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I disagree with the above, but I think I can shed light on what they might mean. Usually, control theory (which is used in most manufacturing processes) requires quite a bit of background knowledge on the processes at hand along with fairly powerful (mathematical/physical) tools to both approximate and model such processes, along with creating systems that use these models to perform the desired task.

I believe that the parent post means that with current simulation-based tools and large amounts of data generated from manufacturing processes, one can work directly with abstract machine learning models instead of creating physical models or approximations thereof---thus being able to dispose of the mathematical baggage of optimization/control theory and work with a black-box, general approach.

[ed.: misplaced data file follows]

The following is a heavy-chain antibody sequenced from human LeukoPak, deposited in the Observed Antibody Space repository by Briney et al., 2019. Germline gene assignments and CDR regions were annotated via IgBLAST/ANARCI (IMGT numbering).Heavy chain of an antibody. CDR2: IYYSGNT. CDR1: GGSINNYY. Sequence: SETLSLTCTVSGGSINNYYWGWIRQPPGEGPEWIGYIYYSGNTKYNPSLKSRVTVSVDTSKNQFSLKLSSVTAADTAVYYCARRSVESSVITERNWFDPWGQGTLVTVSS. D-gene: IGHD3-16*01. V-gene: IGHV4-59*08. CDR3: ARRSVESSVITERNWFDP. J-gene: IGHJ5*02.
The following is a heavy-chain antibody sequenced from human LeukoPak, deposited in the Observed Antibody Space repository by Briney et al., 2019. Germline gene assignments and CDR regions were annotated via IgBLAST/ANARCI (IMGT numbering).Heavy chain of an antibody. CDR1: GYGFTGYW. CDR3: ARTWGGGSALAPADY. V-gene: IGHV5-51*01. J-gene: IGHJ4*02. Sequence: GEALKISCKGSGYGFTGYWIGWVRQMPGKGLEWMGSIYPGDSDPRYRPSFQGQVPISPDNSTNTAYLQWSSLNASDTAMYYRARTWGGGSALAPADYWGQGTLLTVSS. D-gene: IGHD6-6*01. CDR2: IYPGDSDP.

I disagree since we have very few guarantees about machine learning algorithms relative to well-known control approximations with good bounds; additionally, I think it's quite dangerous to be toying with such models without extensive testing in industrial processes, which, to my knowledge is rarely done in most settings by experts, much less people only recently coming into the field. Conversely, you're forced to consistently think about these things in control theory, which I believe, makes it harder to screw up since the models are also highly interpretable and can be understood by people

This is definitely not the case in high-dimensional models: what is the 3rd edge connected to the 15th node in your 23rd layer of that 500-layer deep net mean? Is it screwing us over? Do we have optimality guarantees?




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